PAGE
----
EC: There is no other root cause in raising the collective capability of criminals, terrorists and other advanced threat actors than the evolution of the Deep and Dark Web over the last 10 years. It is the virtual safe haven for them to communicate and collaborate on attacks, and a mature marketplace for malware, contraband and criminal service.

DS:  Yours and the OAS’s report last year – which recorded increases in attacks - concludes that public-private CI cyber collaboration in the Americas is vital. Is it in fact increasing?

EC: [Yes.] However, at the center of any effective collaboration is trust. And currently, there is a trust deficit. Collaboration is key to moving the perimeter you defend from your front door to the edge of your neighborhood. Critical infrastructure, regardless of sector needs, is a “global neighborhood watch program” because ... there is always safety in numbers.

DS: The United States itself has large and diverse counter-cyberpenetration forces. Do you see a trust deficit here as well?

EC: Over the last 10 years, there’s been an incredible amount of collaboration and communication among law enforcement, military and the Intelligence Community in efforts to protect the nation and critical infrastructure. Inter-agency cooperation has allowed for a more complete defense based on various missions and threats – cybercrime, terrorism, espionage, and the [Defense Department] for military.

Some the finest men and women in cybersecurity work in government. They are incredibly talented...  The problem is scale.

DS: How is scalability best achieved?

EC: The only way ... is through public-private partnerships where trusted information and resource sharing are grossly required. Just as the Deep and Dark Web has enabled our adversaries to scale through trust, we need to do the same

DS: Any opinion on the so-called “unbreakable” quantum cryptography in cyber operations?

EC: Encryption is an obvious problem with no obvious solution....  Instead of picking [a specific tool] we should be picking seats at the table to find solutions.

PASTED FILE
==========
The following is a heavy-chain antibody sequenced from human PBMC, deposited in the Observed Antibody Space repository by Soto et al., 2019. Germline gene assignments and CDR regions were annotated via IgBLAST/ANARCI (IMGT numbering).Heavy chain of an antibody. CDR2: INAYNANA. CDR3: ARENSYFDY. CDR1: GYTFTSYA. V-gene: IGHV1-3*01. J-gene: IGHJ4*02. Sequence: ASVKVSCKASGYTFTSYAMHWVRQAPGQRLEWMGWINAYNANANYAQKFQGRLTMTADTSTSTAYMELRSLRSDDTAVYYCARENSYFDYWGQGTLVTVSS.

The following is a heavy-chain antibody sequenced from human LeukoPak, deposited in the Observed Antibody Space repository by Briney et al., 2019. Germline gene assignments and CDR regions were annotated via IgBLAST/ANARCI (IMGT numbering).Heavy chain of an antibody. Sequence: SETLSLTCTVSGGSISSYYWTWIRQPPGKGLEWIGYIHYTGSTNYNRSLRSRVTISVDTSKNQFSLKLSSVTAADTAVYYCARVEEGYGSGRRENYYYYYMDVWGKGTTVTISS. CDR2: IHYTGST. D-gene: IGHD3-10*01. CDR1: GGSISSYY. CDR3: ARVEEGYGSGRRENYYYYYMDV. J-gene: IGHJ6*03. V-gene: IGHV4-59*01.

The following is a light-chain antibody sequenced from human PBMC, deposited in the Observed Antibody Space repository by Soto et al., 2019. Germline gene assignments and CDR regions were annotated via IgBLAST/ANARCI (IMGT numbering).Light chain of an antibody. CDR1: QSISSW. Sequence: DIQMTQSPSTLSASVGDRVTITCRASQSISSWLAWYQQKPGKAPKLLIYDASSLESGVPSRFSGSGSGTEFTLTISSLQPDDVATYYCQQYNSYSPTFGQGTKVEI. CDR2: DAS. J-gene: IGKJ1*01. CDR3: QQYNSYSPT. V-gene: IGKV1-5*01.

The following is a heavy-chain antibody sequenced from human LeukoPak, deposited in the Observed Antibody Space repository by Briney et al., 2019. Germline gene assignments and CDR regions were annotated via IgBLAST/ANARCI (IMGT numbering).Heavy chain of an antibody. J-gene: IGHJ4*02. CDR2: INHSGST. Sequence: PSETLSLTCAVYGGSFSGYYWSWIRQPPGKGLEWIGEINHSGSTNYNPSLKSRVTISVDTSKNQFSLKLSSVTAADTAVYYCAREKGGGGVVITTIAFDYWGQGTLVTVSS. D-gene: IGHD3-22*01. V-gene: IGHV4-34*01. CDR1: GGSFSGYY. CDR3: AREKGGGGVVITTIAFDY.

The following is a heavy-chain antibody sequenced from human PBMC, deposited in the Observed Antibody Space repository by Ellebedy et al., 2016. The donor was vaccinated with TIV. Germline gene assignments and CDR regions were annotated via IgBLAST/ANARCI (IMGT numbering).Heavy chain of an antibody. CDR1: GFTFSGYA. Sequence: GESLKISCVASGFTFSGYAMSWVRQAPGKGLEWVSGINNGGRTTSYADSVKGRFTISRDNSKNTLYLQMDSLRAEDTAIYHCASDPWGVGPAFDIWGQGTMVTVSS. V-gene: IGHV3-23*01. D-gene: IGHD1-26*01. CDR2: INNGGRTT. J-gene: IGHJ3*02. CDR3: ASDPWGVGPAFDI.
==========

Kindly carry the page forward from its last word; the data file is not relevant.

DS: Are you concerned that infrastructure protection isn’t getting enough attention from the U.S. government or homeland security at large?

EC: I would say yes; however, recent attacks on critical infrastructure may be changing the discussion.

DS:  Is the Trend Micro 2015 report on the Americas expected to bear fruit?  

EC: Too early to tell since the report was only released last year.

DS: Spear-phishing features heavily in it. What’s its impact on CI operations?

EC: Advanced threat actors do their homework. They analyze the vulnerabilities of the target organization and [certain] people within it. They understand whom they need to target: those with a level of connection – data-privileged users. Spear-phishing can be accomplished because of the abundance of social media. Much information about the users is available via social media, so cybercriminals can easily engineer malicious payload and links targeted to them...

Then, all the individual has to do is click on the attachment/link. Once malware is dropped onto a targeted computer the malware – depending on the sophistication – can execute and begin controlling communication with criminals [and other bad actors] for additional commands associated with those attacks.